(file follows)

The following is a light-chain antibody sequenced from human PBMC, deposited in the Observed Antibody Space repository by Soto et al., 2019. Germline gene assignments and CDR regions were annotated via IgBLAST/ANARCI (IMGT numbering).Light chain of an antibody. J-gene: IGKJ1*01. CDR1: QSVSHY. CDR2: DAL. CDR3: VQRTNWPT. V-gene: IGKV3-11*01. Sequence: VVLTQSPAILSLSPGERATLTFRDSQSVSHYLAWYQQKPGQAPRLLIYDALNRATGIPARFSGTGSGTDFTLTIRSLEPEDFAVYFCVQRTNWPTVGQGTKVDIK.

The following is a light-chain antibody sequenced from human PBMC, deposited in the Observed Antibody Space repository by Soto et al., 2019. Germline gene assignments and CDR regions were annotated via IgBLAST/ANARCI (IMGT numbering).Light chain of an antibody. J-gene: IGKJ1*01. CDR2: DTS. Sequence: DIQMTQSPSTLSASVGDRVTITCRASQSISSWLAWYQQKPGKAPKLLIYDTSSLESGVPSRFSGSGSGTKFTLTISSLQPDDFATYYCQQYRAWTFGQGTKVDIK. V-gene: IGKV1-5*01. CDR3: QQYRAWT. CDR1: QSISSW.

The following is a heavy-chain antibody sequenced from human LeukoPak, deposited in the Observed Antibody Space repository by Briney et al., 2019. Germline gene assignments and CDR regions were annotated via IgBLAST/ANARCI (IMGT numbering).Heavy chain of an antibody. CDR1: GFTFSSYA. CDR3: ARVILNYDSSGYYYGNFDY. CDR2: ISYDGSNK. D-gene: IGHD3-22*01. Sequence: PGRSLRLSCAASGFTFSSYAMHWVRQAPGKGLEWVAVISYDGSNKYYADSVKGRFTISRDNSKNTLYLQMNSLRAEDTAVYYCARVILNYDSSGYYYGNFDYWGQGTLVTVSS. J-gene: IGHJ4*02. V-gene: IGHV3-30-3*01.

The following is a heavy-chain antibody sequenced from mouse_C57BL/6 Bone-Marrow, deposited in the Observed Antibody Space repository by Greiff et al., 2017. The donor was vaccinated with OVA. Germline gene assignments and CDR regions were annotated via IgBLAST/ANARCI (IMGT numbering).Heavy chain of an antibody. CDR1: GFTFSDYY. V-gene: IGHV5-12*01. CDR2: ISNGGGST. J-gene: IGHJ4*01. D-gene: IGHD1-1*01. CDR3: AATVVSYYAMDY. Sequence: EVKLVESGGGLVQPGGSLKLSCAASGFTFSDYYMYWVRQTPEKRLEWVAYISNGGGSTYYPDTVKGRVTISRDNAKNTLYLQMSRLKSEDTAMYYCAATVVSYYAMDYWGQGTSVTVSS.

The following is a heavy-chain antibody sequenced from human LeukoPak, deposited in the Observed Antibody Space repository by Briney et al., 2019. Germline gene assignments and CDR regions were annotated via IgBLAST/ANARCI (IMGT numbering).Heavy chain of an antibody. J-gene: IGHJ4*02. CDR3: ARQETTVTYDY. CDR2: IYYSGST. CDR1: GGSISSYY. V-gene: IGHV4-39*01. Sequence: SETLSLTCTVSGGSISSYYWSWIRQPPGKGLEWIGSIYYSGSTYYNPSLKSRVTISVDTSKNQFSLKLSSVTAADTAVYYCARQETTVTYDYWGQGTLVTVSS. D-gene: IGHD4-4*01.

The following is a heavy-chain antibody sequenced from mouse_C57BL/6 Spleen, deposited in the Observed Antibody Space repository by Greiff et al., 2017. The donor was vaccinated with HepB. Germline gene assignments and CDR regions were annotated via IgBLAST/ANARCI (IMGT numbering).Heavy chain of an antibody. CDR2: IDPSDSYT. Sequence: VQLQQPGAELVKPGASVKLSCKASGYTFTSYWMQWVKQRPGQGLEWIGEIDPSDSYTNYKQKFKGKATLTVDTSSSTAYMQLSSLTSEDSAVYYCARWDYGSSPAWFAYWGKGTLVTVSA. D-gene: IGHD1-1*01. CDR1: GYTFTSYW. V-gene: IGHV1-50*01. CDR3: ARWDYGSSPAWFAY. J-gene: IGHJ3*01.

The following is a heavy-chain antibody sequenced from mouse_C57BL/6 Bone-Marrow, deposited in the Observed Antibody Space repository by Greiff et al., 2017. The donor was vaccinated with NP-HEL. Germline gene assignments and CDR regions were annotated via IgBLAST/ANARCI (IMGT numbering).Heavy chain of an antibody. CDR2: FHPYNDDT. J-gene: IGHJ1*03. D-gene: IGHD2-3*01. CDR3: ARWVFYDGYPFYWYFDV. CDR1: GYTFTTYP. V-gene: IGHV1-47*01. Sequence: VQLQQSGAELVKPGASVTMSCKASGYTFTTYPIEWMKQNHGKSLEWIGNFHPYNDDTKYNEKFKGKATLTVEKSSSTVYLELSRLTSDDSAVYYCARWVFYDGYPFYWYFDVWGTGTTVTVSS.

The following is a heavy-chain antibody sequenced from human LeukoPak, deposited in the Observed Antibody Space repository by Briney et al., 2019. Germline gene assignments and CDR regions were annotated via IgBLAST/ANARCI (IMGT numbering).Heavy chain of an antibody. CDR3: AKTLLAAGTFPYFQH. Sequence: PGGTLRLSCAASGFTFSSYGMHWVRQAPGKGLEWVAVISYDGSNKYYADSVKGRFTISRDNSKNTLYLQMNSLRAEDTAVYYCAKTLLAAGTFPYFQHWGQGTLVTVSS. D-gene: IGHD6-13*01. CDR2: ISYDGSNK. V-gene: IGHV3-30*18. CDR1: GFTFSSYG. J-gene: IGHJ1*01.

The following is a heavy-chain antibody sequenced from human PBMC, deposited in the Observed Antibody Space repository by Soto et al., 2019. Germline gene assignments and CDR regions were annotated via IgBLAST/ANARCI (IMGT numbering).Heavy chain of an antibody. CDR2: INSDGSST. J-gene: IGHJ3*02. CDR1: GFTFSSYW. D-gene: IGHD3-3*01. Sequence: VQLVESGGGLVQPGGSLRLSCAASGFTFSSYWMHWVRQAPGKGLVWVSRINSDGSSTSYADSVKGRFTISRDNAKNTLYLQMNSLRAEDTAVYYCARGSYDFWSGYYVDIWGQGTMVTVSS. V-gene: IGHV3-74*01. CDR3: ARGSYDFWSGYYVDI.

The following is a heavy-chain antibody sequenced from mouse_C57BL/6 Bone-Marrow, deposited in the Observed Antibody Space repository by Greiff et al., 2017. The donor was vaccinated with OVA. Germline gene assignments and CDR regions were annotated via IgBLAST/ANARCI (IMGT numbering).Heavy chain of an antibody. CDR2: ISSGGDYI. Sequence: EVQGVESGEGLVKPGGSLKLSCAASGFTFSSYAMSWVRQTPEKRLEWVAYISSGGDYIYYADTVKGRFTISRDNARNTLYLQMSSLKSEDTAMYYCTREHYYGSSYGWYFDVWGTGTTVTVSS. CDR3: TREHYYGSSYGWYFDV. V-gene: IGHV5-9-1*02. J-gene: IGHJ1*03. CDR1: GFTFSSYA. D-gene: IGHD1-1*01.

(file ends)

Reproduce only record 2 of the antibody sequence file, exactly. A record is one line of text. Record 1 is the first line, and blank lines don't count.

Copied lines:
The following is a light-chain antibody sequenced from human PBMC, deposited in the Observed Antibody Space repository by Soto et al., 2019. Germline gene assignments and CDR regions were annotated via IgBLAST/ANARCI (IMGT numbering).Light chain of an antibody. J-gene: IGKJ1*01. CDR2: DTS. Sequence: DIQMTQSPSTLSASVGDRVTITCRASQSISSWLAWYQQKPGKAPKLLIYDTSSLESGVPSRFSGSGSGTKFTLTISSLQPDDFATYYCQQYRAWTFGQGTKVDIK. V-gene: IGKV1-5*01. CDR3: QQYRAWT. CDR1: QSISSW.